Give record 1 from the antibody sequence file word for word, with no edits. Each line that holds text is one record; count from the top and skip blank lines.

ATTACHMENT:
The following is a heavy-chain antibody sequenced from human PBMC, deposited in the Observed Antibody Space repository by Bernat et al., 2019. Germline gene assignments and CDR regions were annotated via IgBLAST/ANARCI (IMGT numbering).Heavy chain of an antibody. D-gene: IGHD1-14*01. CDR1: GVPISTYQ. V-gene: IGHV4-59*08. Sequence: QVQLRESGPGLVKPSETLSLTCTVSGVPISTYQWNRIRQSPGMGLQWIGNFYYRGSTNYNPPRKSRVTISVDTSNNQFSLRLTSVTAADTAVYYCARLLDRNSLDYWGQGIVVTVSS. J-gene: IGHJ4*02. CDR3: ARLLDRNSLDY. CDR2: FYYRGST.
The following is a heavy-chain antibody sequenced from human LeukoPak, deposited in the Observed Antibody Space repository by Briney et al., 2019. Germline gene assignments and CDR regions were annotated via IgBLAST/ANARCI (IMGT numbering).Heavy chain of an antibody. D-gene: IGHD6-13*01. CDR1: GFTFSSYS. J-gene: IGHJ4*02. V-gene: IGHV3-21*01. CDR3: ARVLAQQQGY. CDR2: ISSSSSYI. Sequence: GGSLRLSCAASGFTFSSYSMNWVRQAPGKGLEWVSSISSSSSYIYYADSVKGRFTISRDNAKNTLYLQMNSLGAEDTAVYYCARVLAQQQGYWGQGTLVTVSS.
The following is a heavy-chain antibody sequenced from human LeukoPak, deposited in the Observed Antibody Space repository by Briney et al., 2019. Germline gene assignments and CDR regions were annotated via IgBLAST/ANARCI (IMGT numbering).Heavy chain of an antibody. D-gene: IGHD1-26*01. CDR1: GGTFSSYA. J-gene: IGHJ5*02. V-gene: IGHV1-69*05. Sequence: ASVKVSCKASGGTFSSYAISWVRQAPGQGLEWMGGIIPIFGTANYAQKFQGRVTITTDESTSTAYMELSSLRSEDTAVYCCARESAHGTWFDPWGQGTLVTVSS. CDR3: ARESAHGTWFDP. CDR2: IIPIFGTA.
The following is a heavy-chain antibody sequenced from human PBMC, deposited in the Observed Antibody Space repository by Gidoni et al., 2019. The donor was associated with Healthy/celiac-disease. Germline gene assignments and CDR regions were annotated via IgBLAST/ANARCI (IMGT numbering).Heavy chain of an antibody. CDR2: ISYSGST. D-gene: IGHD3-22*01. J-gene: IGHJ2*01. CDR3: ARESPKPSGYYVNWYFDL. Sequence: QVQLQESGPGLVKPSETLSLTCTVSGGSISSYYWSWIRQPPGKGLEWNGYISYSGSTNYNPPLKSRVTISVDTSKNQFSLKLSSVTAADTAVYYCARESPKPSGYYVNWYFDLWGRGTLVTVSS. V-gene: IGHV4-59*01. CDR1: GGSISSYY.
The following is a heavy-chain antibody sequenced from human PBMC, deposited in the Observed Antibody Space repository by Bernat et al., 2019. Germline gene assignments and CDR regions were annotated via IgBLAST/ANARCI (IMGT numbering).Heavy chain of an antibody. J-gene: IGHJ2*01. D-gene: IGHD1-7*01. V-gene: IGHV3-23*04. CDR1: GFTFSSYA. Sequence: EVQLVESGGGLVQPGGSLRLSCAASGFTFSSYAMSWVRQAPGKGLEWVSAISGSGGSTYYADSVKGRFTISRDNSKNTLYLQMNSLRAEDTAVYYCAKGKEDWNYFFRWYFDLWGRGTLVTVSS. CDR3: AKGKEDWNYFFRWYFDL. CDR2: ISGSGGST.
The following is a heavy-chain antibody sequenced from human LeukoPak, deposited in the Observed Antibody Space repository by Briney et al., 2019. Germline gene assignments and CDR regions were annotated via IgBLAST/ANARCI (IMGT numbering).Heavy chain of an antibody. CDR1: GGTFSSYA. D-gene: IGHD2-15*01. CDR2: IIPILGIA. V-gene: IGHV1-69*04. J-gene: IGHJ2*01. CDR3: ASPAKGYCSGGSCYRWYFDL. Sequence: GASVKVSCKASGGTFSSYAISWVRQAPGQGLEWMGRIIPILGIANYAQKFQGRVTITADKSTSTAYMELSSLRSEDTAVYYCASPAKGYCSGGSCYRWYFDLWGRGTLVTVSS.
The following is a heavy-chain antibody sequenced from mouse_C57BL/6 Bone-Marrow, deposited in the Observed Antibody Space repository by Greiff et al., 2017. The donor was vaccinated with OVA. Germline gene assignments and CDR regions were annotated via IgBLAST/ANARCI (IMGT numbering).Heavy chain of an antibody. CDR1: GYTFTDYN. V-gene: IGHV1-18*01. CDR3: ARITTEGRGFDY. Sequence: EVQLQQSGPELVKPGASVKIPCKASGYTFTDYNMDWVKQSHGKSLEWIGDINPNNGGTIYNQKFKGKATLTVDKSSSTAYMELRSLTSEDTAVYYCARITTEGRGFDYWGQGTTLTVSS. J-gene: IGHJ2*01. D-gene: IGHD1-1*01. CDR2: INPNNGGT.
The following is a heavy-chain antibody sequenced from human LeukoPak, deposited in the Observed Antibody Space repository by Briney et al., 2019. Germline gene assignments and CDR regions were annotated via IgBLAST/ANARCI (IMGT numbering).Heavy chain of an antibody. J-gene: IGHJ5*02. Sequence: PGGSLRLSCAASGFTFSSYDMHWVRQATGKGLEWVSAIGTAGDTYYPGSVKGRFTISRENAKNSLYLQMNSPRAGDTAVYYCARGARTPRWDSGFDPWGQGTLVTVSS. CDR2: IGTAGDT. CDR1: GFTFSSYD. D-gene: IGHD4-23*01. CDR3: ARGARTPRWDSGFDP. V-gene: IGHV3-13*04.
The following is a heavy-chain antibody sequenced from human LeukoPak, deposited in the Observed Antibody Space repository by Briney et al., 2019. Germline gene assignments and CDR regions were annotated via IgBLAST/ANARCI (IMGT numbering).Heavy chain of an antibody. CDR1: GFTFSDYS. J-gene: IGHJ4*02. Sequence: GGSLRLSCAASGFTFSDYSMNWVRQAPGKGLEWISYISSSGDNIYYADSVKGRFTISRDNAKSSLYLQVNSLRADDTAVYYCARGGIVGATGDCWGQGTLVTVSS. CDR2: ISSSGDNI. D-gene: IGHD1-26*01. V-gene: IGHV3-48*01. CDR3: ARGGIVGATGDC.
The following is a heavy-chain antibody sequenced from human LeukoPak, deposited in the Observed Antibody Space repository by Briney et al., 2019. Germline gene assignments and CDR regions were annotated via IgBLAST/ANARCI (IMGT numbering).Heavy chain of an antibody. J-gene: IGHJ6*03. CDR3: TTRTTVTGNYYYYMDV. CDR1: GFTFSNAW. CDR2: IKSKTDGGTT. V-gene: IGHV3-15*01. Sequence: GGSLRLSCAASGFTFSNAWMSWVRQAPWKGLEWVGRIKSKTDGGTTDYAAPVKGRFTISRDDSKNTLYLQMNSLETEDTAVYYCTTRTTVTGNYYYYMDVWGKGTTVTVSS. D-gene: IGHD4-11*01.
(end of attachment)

The following is a heavy-chain antibody sequenced from human PBMC, deposited in the Observed Antibody Space repository by Bernat et al., 2019. Germline gene assignments and CDR regions were annotated via IgBLAST/ANARCI (IMGT numbering).Heavy chain of an antibody. D-gene: IGHD1-14*01. CDR1: GVPISTYQ. V-gene: IGHV4-59*08. Sequence: QVQLRESGPGLVKPSETLSLTCTVSGVPISTYQWNRIRQSPGMGLQWIGNFYYRGSTNYNPPRKSRVTISVDTSNNQFSLRLTSVTAADTAVYYCARLLDRNSLDYWGQGIVVTVSS. J-gene: IGHJ4*02. CDR3: ARLLDRNSLDY. CDR2: FYYRGST.